In his State of the Union address this week, President Trump claimed that, “poverty was plummeting.” This is an overstatement. The biggest decline in poverty over the last decade happened in the second half of the Obama administration, particularly in 2016, when the poverty rate fell to 14.3 percent, a one-percentage-point decline from the previous year.
Since Trump took office, the poverty rate has barely budged. In 2018, the most recent year we have data for, 13.9 percent of people — nearly 45 million people — had income below the poverty line. These figures use the Supplemental Poverty Rate (SPM), one of two poverty measures published by the federal government. The SPM, unlike the other measure, takes account of taxes, including the Earned Income Tax Credit, and certain in-kind benefits not factored into the other poverty measure. It’s also important to note that both of these poverty measures substantially understate poverty relative to public opinion on what it takes not to be poor.
Still, things could be worse. President Trump has largely failed to persuade Congress to adopt his administration’s proposals to cut health and economic security programs. Trump’s proposal to repeal the Affordable Care Act failed in the Senate in 2017. A year later, Congress reauthorized the Supplemental Nutrition Assistance Program (SNAP) without adopting the more punitive work tests on beneficiaries supported by the President. While all of the budgets offered by Trump have proposed massive cuts to economic security programs — including rental housing assistance, SNAP, Medicaid, Medicare, disability benefits, Temporary Assistance, and student financial aid — Congress has rejected nearly all of these cuts. If adopted, these proposals would have increased poverty and insecurity, even in the face of the otherwise positive economic headwinds.
At the same time, the administration is using regulations and other tools to attempt to cut many of these programs unilaterally. Most of these regulatory cuts have yet to be implemented fully or are just being implemented, so the impacts don’t show up in the income data we currently have from the Census Bureau, which only goes through 2018. What follows is a review of some of the regulatory cuts that will increase poverty and insecurity by cutting economic security programs.
Cutting program eligibility by redefining the poverty line down: In a notice published in May 2019, the administration announced it was seeking comments on changing the inflation index used to update the official poverty line annually. There is little question that the official poverty line is set at a level far below broad social consensus about the minimum amount of income needed to meet basic needs. Yet, the administration’s preferred alternative inflation measures would cut the poverty line over time relative to what it would be using the CPI-U, the index currently used to adjust it. Since eligibility for many social assistance programs are linked to the official poverty line — including eligibility for Medicaid, Medicare Part B and Part D, Premium Tax Credits SNAP, and other food assistance — this change would have the effect of cutting program eligibility over time. Current Status: Pending.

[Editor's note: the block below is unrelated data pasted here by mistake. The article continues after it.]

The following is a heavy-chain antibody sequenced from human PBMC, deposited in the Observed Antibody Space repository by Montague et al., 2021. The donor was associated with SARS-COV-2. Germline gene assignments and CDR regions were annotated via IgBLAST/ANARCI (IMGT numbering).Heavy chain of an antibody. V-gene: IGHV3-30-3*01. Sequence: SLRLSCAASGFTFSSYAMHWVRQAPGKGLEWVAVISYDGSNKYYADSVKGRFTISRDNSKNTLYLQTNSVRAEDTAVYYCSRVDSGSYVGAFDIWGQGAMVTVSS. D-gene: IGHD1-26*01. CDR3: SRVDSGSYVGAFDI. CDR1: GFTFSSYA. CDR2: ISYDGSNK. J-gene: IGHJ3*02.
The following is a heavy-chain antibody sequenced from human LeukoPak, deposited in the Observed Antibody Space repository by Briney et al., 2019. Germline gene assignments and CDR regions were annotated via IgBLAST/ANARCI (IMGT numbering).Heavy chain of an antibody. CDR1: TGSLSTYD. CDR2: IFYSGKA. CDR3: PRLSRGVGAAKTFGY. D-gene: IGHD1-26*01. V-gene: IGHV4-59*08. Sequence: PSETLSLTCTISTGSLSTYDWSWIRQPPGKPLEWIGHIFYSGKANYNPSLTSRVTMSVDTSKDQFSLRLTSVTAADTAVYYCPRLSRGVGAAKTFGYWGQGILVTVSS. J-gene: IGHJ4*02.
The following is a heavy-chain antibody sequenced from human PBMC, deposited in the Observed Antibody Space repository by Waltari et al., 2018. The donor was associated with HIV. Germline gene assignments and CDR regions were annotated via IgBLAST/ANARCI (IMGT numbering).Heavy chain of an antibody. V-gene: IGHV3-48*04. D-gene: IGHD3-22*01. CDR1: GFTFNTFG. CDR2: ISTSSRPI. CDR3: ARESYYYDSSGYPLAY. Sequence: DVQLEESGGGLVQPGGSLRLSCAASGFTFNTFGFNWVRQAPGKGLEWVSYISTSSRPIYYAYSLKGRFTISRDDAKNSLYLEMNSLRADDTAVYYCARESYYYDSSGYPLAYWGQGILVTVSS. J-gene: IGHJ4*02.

Reducing access to Medicaid, SNAP, and other programs among families that include immigrants: In October 2019, the administration adopted a final regulation that changes long-standing federal immigration policy on making “public charge” determinations. The rule is likely to reduce participation in Medicaid, SNAP and other programs by US citizens and immigrants who are eligible for these programs but live with one or more immigrant family members who could be affected by the rule. Current Status: The final regulation is currently being challenged in the federal courts and is blocked from taking effect in Illinois. In other states, the rule will take effect on February 24, 2020. Public education is important to limit the negative impact of the rule on program participation by eligible people living with immigrant family members.
Cutting Social Security Disability Insurance (SSDI) and Supplemental Security Income (SSI) by increasing the administrative burdens: In November 2018, the Social Security Administration (SSA) issued a proposed regulation that would increase the frequency of continuing disability reviews (CDRs) that can result in the termination of SSDI and SSI benefits. According to SSA’s estimates, the additional reviews will cost $1.8 billion over the next 10 years, while cutting SSDI and SSI by $2.6 billion over the same period. SSA’s estimates likely understate the administrative costs of the proposed change. Current Status: Pending, public comment period closed.
Cutting food assistance (SNAP) by forcing states to impose punitive work-hours tests: Under federal law, certain nondisabled adults not caring for dependents are limited to three months of food stamps (in a 36-month period) unless they are employed for at least 20 hours a week. However, federal law also gives the ability to waive this limit based on job availability. In December 2019, the Trump administration adopted a final regulation that sharply limits the ability states have to waive the limit based on job availability and to grant hardship exemptions to people who are subject to the limit. According to the administration’s own estimates, some 700,000 people will lose SNAP benefits as a result. Current Status: Final, but being challenged in court by 15 states and New York City.
Cutting SNAP and increasing barriers to free school meals by taking away state authority to eliminate restrictive asset tests and expand eligibility to more working-class people: Under SNAP’s long-standing “broad-based categorical eligibility” policy, states have been allowed to adopt less restrictive income and asset tests. In July 2019, the Trump administration proposed a rule that would effectively eliminate this policy. According to the administration’s own estimates, more than 3 million people would lose SNAP benefits as a result. Current Status: Pending.